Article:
How to Create Self-signed Certificate on Windows

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Mel Khamlichi
Webmaster and technical Director at Osradar.com Linux/Unix Guru Technology and hardware addicted Location : Amsterdam Netherlands

Certificates are an essential part of ensuring security in sites. For adding a certificate, you need to buy a certificate or deploy your own Public Key Infrastructure. For running a successful production environment, it’s a must. However, when developing, obtaining a certificate in this manner is a hardship. Instead, you can create your own self-signed certificate on Windows.

In Windows, there are 2 different approaches to create a self-signed certificate.

Method 1

Here, I’m describing how to create one using PowerShell. For your knowledge, PowerShell is a task automation and configuration management framework developed and distributed by Microsoft as a part of Windows operating system. It works using a command-line shell and associated script language.

Prerequisite

Before jumping to the certificate generation, you need to make sure that your PowerShell is v5. To check your PowerShell version, follow these steps.

  • From the Start menu, type “powershell” >> hit Enter.
  • Type the following command and press Enter:
$PSVersionTable.PSVersion

Here, my PowerShell “Major” is 5, meaning v5. If your PowerShell is lower than that, you need to update your Windows Management Framework. It’s available for Windows 7 and Windows 8.1. Download Windows Management Framework.

Creating the certificate

Now, we have to create the certificate.

  • Run the following command:
$cert = New-SelfSignedCertificate -certstorelocation cert:\localmachine\my -dnsname testcert.osradar.com

The “New-SelfSignedCertificate” cmdlet will create the certificate. Note that you need to change the “testcert.osradar.com” with the FQDN (Fully Qualified Domain Name) you would like to use.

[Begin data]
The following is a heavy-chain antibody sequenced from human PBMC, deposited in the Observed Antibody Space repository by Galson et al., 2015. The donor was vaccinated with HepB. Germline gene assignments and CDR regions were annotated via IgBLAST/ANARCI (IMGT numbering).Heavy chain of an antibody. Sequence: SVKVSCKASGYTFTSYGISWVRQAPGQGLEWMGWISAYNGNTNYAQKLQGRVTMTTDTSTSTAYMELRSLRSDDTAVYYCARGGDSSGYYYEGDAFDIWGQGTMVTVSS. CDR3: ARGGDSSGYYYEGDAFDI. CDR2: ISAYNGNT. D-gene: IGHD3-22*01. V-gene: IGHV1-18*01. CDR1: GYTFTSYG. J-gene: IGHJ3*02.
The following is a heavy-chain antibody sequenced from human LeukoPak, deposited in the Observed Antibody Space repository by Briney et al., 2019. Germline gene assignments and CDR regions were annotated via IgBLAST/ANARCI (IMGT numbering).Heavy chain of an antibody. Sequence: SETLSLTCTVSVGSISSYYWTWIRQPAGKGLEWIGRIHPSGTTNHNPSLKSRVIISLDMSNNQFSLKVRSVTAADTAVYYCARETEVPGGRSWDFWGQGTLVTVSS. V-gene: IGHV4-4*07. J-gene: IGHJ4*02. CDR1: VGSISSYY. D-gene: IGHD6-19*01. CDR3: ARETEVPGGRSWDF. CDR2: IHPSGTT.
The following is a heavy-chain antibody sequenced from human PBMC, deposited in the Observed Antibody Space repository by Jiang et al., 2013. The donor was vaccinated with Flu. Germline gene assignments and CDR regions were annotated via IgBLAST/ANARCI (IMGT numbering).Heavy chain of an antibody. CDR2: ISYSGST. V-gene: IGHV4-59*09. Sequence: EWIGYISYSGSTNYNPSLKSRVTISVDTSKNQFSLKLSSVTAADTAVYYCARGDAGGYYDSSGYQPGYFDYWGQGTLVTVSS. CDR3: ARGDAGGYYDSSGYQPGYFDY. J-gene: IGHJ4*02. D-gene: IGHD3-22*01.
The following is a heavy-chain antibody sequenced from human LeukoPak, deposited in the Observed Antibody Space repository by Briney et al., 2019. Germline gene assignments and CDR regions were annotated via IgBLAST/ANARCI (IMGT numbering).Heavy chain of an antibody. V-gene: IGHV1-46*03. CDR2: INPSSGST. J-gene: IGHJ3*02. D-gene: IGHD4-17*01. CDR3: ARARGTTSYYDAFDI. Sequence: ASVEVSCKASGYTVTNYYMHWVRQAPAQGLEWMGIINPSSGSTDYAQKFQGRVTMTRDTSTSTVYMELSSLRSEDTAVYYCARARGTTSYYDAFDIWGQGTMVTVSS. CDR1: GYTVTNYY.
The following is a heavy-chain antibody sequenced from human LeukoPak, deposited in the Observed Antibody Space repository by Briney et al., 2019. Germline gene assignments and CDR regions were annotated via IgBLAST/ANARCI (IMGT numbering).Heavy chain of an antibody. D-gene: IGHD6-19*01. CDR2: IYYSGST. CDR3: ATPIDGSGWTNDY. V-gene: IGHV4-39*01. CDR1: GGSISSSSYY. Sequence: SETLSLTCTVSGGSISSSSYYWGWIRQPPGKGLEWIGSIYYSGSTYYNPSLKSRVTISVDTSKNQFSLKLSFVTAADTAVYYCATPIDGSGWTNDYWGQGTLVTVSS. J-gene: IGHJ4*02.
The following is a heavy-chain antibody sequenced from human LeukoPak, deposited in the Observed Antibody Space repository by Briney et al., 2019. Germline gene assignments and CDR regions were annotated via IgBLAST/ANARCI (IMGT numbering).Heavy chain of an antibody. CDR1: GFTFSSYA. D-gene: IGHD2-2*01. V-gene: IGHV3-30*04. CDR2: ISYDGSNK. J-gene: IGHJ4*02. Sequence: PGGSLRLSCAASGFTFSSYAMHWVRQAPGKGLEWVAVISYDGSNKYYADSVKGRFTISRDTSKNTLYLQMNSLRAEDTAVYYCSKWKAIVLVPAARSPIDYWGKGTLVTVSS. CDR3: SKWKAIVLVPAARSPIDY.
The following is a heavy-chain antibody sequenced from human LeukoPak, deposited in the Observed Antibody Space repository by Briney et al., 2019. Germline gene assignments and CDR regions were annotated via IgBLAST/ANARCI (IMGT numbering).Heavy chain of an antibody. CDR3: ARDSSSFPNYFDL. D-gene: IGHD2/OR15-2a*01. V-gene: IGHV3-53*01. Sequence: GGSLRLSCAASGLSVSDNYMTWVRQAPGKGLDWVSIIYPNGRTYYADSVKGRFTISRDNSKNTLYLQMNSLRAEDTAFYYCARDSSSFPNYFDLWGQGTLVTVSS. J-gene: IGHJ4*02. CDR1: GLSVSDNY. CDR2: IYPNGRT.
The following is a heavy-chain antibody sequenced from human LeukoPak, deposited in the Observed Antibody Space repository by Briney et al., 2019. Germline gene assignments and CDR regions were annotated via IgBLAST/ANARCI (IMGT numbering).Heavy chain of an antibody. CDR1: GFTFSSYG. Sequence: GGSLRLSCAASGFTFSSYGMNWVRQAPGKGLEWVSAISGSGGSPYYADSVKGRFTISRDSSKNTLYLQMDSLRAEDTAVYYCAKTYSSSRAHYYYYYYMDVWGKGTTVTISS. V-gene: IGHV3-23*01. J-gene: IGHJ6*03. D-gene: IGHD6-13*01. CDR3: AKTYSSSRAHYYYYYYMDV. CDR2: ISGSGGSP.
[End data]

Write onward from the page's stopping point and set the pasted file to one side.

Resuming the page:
• Create a password for the certificate using the following line:
$pwd = ConvertTo-SecureString -String ‘passw0rd!’ -Force -AsPlainText

Change ‘passw0rd’ with your preferred password.

Export the certificate

It’s time to export the self-signed certificate.

  • Run this command:
$path = 'cert:\localMachine\my\' + $cert.thumbprint Export-PfxCertificate -cert $path -FilePath c:\temp\cert.pfx -Password $pwd

Make sure that you enter a valid path in place of “c:\temp\cert.pfx”. Enter the password in place of “$pwd”.

Now, your certificate is available in the folder. It can be imported and deployed into any Windows system.

Method 2

If the previous process seems a bit creepy, you can follow this one. It’s a bit lengthy but simple.

Creating the certificate

  • Go to Start menu >> type “Run” >> hit Enter.

  • Type “mmc.exe” >> click OK.
  • In the console, go to File >> Add/Remove Snap-in…

  • From the left panel, select Certificates >> click Add.

  • From the new dialogue box, select Computer account >> click Next.

  • Select Local computer >> click Finish.

  • You’ll be back on the “Add/Remove Snap-ins” box. Click OK.

Your certificate is created.

Installing the certificate to the trusted root

It’s a best practice to set the certificate in the trusted root as well.

  • From the “mmc.exe”, navigate to Certificates >> Personal >> Certificates from the left panel.
  • Right-click on your certificate >> select Copy.

  • Navigate to Trusted Root Certificate Authorities >> Certificates.
  • Right-click and select Paste.

Exporting the certificate

For exporting the certificate, follow these procedures.

  • From “mmc.exe”, navigate to Certificate >> Trusted Root Certificate Authorities >> Certificates.
  • Right-click on your certificate >> go to All Tasks >> Export.

  • Select “Yes, export the private key”.

  • Leave options as they are and click Next.

  • Enter a password for the certificate >> click Next.

  • Choose the folder where you want to save the certificate >> click Next.
  • Click Finish.

Now, your certificate is ready for deployment. For using the certificate, installing it into browsers etc. tricks, follow this in-depth guide.

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